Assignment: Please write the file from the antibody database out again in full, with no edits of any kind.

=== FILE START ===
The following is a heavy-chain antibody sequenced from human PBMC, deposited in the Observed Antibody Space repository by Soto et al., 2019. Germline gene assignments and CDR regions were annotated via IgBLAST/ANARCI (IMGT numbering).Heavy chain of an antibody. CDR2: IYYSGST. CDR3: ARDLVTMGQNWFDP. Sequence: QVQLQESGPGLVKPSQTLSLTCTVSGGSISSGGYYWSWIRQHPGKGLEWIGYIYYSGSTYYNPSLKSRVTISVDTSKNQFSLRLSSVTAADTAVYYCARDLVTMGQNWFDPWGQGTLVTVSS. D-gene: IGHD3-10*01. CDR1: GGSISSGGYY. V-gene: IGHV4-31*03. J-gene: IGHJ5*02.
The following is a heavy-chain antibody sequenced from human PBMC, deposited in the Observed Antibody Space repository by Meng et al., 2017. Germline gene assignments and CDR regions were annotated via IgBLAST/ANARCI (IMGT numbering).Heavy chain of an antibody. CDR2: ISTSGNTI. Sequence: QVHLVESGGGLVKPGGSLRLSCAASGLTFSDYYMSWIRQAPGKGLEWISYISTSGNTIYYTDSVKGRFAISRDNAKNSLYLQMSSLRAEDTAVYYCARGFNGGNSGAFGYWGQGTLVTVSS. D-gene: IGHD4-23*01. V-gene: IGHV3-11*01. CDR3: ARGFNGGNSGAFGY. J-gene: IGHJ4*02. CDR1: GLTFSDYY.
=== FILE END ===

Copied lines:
The following is a heavy-chain antibody sequenced from human PBMC, deposited in the Observed Antibody Space repository by Soto et al., 2019. Germline gene assignments and CDR regions were annotated via IgBLAST/ANARCI (IMGT numbering).Heavy chain of an antibody. CDR2: IYYSGST. CDR3: ARDLVTMGQNWFDP. Sequence: QVQLQESGPGLVKPSQTLSLTCTVSGGSISSGGYYWSWIRQHPGKGLEWIGYIYYSGSTYYNPSLKSRVTISVDTSKNQFSLRLSSVTAADTAVYYCARDLVTMGQNWFDPWGQGTLVTVSS. D-gene: IGHD3-10*01. CDR1: GGSISSGGYY. V-gene: IGHV4-31*03. J-gene: IGHJ5*02.
The following is a heavy-chain antibody sequenced from human PBMC, deposited in the Observed Antibody Space repository by Meng et al., 2017. Germline gene assignments and CDR regions were annotated via IgBLAST/ANARCI (IMGT numbering).Heavy chain of an antibody. CDR2: ISTSGNTI. Sequence: QVHLVESGGGLVKPGGSLRLSCAASGLTFSDYYMSWIRQAPGKGLEWISYISTSGNTIYYTDSVKGRFAISRDNAKNSLYLQMSSLRAEDTAVYYCARGFNGGNSGAFGYWGQGTLVTVSS. D-gene: IGHD4-23*01. V-gene: IGHV3-11*01. CDR3: ARGFNGGNSGAFGY. J-gene: IGHJ4*02. CDR1: GLTFSDYY.